"Roughly three quarters of customers we surveyed specifically want to be in a hotel that is different from what I’ll call a ‘transient hotel’ specifically designed for extended stays," Mayer explains. "They want a more residential guest room, with kitchen facilities, a well-zoned space with a living area and a working area. That percentage has been very consistent again and again across continents, and the five-year increments within which we conduct our studies."

Armed with this knowledge, the US brand is plotting aggressive expansion, with upcoming openings in Aberdeen, Amsterdam, Frankfurt, Gibraltar and Toulouse. "Fundamentally," says Mayer, "I don’t see any reason why Residence Inn couldn’t have hundreds of hotels in Europe."

Money troubles

There is, however, a lingering problem. Limited supply coupled with high demand has fuelled a boom to some extent within the European serviced apartment market, and the extended-stay segment more generally, but that steady expansion has not been tied to the exclusive appeal of building in those categories. This is because serviced apartments tend to occupy a grey area between residential and commercial investments as far as developers, banks and zoning authorities are concerned. "When it comes to banks, usually they have no clue," says Graf. "They ask, ‘What is a serviced apartment?’ as opposed to a hotel. And sometimes it’s very difficult for us to explain that because of the differences in construction permissions across Europe."

As far as most authorities are concerned, you’re either building a residential block or a hotel. Generally, there’s very little legal wiggle room between the two. "What we usually do is get permission for a hotel building," says Graf, which falls in the commercial bracket. "And then of course you have to convince the banks that it’s not. Because when banks finance hotels, they look at it totally differently. They usually finance hotel construction only up to 60%. It’s more attractive for us to sell these new builds as apartments, so we can get the loan up to 80% of the total."

According to Arlett Hoff, a director at HVS and author of several of the agency’s reports on the serviced-apartments sector, this sense of confusion among potential investors stands as a fundamental barrier to the sector transitioning into the mainstream of European hospitality. It starts with taxonomy.

"Many different products fall under the serviced-apartments ‘umbrella’," says Hoff. "There are two ends of the spectrum, really. On the one end, you’re looking at apartments that are very self-sufficient and close to being residential. They can have a minimum level of service attached to them and that’s what I’d define as corporate housing. And then you have the other end of the spectrum that goes towards the hotel side of things, which a lot of the brands in the space are also originating from hotel operators and brands. Those I’d call aparthotels."

The lack of an official consensus on terminology has made investors and the lending community skittish when it comes to supporting further expansion of serviced-apartment holdings. It’s not necessarily a roadblock to expansion for brands at either ends of the serviced apartment’s spectrum, like Residence Inn and Visionapartments, but it can prolong negotiations over funding.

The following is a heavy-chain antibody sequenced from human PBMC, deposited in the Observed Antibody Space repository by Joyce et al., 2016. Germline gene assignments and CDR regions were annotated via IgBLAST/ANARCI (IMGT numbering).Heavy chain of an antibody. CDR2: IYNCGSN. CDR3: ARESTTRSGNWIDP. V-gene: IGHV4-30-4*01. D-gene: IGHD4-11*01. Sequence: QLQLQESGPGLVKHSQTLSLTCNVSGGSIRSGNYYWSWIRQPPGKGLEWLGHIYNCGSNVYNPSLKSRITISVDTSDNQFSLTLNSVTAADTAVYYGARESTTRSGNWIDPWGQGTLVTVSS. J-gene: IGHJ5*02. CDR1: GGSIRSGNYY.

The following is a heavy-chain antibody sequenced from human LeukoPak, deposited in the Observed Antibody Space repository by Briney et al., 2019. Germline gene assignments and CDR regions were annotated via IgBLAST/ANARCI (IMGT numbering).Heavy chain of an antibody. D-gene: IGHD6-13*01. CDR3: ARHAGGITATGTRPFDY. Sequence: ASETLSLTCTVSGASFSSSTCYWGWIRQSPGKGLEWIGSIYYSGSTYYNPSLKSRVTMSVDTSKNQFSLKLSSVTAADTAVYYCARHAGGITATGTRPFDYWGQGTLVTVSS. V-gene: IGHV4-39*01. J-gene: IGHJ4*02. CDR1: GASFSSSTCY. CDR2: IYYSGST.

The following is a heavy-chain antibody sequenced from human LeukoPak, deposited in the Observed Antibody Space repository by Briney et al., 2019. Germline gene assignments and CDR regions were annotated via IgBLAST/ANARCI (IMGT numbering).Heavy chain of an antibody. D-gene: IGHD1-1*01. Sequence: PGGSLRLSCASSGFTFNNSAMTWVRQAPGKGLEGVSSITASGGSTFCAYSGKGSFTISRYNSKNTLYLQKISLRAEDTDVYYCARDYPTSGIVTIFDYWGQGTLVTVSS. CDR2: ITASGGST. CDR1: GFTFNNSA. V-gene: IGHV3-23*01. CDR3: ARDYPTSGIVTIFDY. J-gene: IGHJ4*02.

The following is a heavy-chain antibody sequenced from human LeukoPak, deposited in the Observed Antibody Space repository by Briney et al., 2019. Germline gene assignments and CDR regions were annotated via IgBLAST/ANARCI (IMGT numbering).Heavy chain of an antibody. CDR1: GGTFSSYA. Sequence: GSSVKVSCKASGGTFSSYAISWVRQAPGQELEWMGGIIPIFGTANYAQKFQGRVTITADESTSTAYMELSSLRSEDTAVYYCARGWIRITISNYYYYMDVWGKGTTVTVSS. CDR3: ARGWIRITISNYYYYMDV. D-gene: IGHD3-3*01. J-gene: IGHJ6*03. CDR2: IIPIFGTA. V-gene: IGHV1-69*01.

"For most European markets, I would say the sector is hugely undersupplied," says Hoff. "But then again, it’s difficult to prove because the data on the sector is lacking. Most investors in the sector are used to funding commercial real estate, such as office retail. Even aparthotels have difficulty doing their due diligence because there’s very little broad-based data on the sector’s performance or transaction yields available."

Furthermore, the fragmented state of the market means that the reputational strength of serviced apartments is low, at least compared with the more established North American market. "There are a lot of ‘Mom and Pop’ [operations] in Europe, and not a lot of brand names," says Mayer. "The ones that do exist are relatively small in distribution, so there’s not a lot of awareness. And because that was fairly pervasive before the extended-stay hotels started to come onto the scene, I think it made it more confusing, because people weren’t sure if these hotels were like serviced apartments or something totally different."

Despite these concerns, the mood among operators large and small has remained optimistic. After all, it’s not hard to see the problems of definition being overcome in the medium-term considering the strength of current demand. Regardless of the ultimate outcome, according to Hoff, there’s a sense among operators of even greater prospects overseas.

"Europe is certainly on their radar on their way to other markets," she explains. "However, I’d say the Middle East and Asia will be playing a bigger role in the future for sure." And in that sense, perhaps, what is occurring in Europe will constitute only a minor dress rehearsal for what is to come.